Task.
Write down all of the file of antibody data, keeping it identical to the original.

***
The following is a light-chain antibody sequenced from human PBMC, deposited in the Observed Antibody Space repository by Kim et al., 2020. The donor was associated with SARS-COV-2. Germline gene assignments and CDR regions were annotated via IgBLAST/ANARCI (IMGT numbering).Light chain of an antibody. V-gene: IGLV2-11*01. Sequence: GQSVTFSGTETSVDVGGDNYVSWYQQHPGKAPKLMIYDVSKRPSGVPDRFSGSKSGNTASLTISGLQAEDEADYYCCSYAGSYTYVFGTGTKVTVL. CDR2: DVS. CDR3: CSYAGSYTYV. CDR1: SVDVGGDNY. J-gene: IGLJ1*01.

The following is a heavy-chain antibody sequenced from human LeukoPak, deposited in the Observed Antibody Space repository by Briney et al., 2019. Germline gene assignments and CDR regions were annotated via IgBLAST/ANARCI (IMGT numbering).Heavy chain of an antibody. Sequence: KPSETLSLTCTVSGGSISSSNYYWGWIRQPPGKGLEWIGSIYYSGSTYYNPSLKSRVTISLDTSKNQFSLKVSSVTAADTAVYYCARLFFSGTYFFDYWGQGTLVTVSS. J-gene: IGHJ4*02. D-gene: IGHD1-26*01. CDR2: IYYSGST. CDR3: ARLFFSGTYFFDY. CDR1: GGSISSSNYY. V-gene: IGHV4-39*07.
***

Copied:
The following is a light-chain antibody sequenced from human PBMC, deposited in the Observed Antibody Space repository by Kim et al., 2020. The donor was associated with SARS-COV-2. Germline gene assignments and CDR regions were annotated via IgBLAST/ANARCI (IMGT numbering).Light chain of an antibody. V-gene: IGLV2-11*01. Sequence: GQSVTFSGTETSVDVGGDNYVSWYQQHPGKAPKLMIYDVSKRPSGVPDRFSGSKSGNTASLTISGLQAEDEADYYCCSYAGSYTYVFGTGTKVTVL. CDR2: DVS. CDR3: CSYAGSYTYV. CDR1: SVDVGGDNY. J-gene: IGLJ1*01.

The following is a heavy-chain antibody sequenced from human LeukoPak, deposited in the Observed Antibody Space repository by Briney et al., 2019. Germline gene assignments and CDR regions were annotated via IgBLAST/ANARCI (IMGT numbering).Heavy chain of an antibody. Sequence: KPSETLSLTCTVSGGSISSSNYYWGWIRQPPGKGLEWIGSIYYSGSTYYNPSLKSRVTISLDTSKNQFSLKVSSVTAADTAVYYCARLFFSGTYFFDYWGQGTLVTVSS. J-gene: IGHJ4*02. D-gene: IGHD1-26*01. CDR2: IYYSGST. CDR3: ARLFFSGTYFFDY. CDR1: GGSISSSNYY. V-gene: IGHV4-39*07.